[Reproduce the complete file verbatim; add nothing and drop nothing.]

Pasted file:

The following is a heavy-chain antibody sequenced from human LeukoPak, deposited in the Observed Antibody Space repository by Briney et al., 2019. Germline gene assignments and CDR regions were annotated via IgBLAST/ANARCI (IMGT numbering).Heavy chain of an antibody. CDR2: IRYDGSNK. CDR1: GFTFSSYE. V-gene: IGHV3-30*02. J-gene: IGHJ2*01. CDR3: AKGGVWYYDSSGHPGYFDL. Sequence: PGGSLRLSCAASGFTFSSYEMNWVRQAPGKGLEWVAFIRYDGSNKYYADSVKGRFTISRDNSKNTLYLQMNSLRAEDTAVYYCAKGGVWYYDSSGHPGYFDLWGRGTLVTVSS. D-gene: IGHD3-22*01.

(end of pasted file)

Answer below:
The following is a heavy-chain antibody sequenced from human LeukoPak, deposited in the Observed Antibody Space repository by Briney et al., 2019. Germline gene assignments and CDR regions were annotated via IgBLAST/ANARCI (IMGT numbering).Heavy chain of an antibody. CDR2: IRYDGSNK. CDR1: GFTFSSYE. V-gene: IGHV3-30*02. J-gene: IGHJ2*01. CDR3: AKGGVWYYDSSGHPGYFDL. Sequence: PGGSLRLSCAASGFTFSSYEMNWVRQAPGKGLEWVAFIRYDGSNKYYADSVKGRFTISRDNSKNTLYLQMNSLRAEDTAVYYCAKGGVWYYDSSGHPGYFDLWGRGTLVTVSS. D-gene: IGHD3-22*01.